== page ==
Phoney Baloney
By Cybele Weisser

(MONEY Magazine) – Looked closely at your phone bill lately? If so, you'll find more padding than in a Victoria's Secret Miracle Bra. Research firm TNS Telecoms says taxes and fees now make up a quarter of the average consumer's wire-line bill--a 17% rise from 2001. Worse, this doesn't include a range of official-sounding fees that are merely dreamed up by phone companies to boost profits while they advertise their 5¢-per-minute long-distance rates.

Consider AT&T's latest: a 40% hike in its "bill statement fee" (from $1.50 to $2.49 a month as of March 1). Uh, what the heck is a bill statement fee? Turns out, it's an extra charge for AT&T users who get billed for AT&T long distance on their local phone bill from a different carrier. AT&T tells us the fee is "an encouragement to receive a bill directly from us so we can communicate with our customers." Translation: If we can't send you our own junk mail, then by golly we're going to charge you an extra $30 a year.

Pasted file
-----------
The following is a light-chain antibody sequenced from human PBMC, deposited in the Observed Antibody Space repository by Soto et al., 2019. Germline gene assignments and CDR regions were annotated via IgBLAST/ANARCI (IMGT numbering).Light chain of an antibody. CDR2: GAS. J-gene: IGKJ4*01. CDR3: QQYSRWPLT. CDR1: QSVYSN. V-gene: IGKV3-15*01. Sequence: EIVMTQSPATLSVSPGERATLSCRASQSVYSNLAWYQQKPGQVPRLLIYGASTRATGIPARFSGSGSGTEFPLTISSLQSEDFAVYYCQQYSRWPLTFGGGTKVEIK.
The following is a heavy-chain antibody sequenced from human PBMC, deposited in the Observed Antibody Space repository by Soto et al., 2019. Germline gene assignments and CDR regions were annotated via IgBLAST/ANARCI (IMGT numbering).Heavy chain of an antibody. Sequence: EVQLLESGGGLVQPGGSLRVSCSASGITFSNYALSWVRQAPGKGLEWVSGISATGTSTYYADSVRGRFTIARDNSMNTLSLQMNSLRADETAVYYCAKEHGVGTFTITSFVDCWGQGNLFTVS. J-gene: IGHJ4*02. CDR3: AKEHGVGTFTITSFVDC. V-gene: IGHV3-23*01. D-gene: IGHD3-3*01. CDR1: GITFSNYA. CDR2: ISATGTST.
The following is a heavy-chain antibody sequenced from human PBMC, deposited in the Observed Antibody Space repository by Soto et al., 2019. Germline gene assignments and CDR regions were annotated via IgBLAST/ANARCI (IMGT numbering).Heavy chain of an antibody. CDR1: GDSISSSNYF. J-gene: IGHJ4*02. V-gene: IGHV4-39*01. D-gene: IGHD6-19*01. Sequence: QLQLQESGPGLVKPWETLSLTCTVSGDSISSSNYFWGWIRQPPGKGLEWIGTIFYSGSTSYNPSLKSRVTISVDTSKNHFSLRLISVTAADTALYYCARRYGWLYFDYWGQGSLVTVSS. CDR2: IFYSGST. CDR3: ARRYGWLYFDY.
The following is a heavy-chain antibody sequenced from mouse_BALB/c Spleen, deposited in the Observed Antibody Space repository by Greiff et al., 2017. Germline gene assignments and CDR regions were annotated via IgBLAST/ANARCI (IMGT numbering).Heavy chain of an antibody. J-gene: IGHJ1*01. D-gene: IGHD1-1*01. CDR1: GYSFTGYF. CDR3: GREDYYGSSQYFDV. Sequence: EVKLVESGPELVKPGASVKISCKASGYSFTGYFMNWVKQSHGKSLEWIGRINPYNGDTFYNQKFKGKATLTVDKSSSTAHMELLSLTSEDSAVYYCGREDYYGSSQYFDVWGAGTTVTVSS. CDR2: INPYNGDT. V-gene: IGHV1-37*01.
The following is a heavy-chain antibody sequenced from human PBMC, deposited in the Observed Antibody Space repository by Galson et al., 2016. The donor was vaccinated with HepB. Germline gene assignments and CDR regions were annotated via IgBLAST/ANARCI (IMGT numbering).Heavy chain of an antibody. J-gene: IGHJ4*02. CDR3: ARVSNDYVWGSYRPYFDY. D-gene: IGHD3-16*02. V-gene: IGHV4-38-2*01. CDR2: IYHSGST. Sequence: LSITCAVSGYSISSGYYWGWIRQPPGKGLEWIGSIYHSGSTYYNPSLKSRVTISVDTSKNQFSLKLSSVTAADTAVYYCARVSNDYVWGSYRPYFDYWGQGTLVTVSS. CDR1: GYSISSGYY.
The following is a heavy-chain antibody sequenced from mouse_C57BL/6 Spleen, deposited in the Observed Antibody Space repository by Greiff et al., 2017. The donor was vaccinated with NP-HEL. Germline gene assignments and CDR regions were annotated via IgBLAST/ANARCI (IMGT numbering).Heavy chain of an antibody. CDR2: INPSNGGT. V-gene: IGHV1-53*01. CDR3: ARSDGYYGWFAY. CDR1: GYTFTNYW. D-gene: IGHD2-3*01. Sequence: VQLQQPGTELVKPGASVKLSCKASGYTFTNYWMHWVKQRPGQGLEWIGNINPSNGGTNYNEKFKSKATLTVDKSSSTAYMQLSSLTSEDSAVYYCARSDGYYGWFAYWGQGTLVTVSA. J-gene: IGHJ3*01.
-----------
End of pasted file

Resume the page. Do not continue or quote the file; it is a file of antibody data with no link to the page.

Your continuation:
Some fees, such as MCI's "carrier cost recovery charge," sure sound like they're required by the government, but they're not. (An MCI rep says that its carrier cost recovery charge "helps us recoup the costs of doing business.") Others, such as the ubiquitous universal service fee and the federal excise tax, are indeed government-mandated, but the feds don't require phone companies to directly charge them to customers. "When you shop for a car," argues Pennsylvania consumer advocate Sonny Popowsky, "the car companies don't tack on a 'tax' that covers the cost of their meeting the Clean Air Act."

What can a consumer do about all this fee-mongering? Not much--so long as the federal government permits the practice. Here's hoping someone in Washington, D.C. is listening. --CYBELE WEISSER